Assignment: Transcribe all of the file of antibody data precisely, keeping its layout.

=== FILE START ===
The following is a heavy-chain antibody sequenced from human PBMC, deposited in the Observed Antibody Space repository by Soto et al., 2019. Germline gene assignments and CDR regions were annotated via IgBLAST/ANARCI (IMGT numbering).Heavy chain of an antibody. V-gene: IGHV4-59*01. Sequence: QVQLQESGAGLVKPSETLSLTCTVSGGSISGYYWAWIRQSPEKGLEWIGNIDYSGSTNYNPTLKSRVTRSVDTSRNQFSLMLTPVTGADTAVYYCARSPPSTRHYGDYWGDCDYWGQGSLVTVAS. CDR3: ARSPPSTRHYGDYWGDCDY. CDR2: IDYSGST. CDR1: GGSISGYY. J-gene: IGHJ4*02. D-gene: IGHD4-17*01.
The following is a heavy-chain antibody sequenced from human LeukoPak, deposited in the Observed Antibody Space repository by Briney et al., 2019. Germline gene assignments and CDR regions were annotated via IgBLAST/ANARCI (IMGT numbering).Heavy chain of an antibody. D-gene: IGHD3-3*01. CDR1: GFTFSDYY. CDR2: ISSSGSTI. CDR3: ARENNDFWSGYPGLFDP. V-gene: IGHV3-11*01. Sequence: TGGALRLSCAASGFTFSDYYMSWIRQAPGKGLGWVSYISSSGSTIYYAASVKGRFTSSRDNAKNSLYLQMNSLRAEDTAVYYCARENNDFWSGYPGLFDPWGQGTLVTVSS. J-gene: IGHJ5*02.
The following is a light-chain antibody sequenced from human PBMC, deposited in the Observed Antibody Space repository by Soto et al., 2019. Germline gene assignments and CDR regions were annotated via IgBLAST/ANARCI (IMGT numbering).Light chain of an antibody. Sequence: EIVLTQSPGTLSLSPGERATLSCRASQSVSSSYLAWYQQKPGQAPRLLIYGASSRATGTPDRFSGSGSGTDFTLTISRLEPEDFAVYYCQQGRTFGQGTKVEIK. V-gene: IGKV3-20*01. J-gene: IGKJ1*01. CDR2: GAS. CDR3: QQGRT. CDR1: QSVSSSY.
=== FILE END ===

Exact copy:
The following is a heavy-chain antibody sequenced from human PBMC, deposited in the Observed Antibody Space repository by Soto et al., 2019. Germline gene assignments and CDR regions were annotated via IgBLAST/ANARCI (IMGT numbering).Heavy chain of an antibody. V-gene: IGHV4-59*01. Sequence: QVQLQESGAGLVKPSETLSLTCTVSGGSISGYYWAWIRQSPEKGLEWIGNIDYSGSTNYNPTLKSRVTRSVDTSRNQFSLMLTPVTGADTAVYYCARSPPSTRHYGDYWGDCDYWGQGSLVTVAS. CDR3: ARSPPSTRHYGDYWGDCDY. CDR2: IDYSGST. CDR1: GGSISGYY. J-gene: IGHJ4*02. D-gene: IGHD4-17*01.
The following is a heavy-chain antibody sequenced from human LeukoPak, deposited in the Observed Antibody Space repository by Briney et al., 2019. Germline gene assignments and CDR regions were annotated via IgBLAST/ANARCI (IMGT numbering).Heavy chain of an antibody. D-gene: IGHD3-3*01. CDR1: GFTFSDYY. CDR2: ISSSGSTI. CDR3: ARENNDFWSGYPGLFDP. V-gene: IGHV3-11*01. Sequence: TGGALRLSCAASGFTFSDYYMSWIRQAPGKGLGWVSYISSSGSTIYYAASVKGRFTSSRDNAKNSLYLQMNSLRAEDTAVYYCARENNDFWSGYPGLFDPWGQGTLVTVSS. J-gene: IGHJ5*02.
The following is a light-chain antibody sequenced from human PBMC, deposited in the Observed Antibody Space repository by Soto et al., 2019. Germline gene assignments and CDR regions were annotated via IgBLAST/ANARCI (IMGT numbering).Light chain of an antibody. Sequence: EIVLTQSPGTLSLSPGERATLSCRASQSVSSSYLAWYQQKPGQAPRLLIYGASSRATGTPDRFSGSGSGTDFTLTISRLEPEDFAVYYCQQGRTFGQGTKVEIK. V-gene: IGKV3-20*01. J-gene: IGKJ1*01. CDR2: GAS. CDR3: QQGRT. CDR1: QSVSSSY.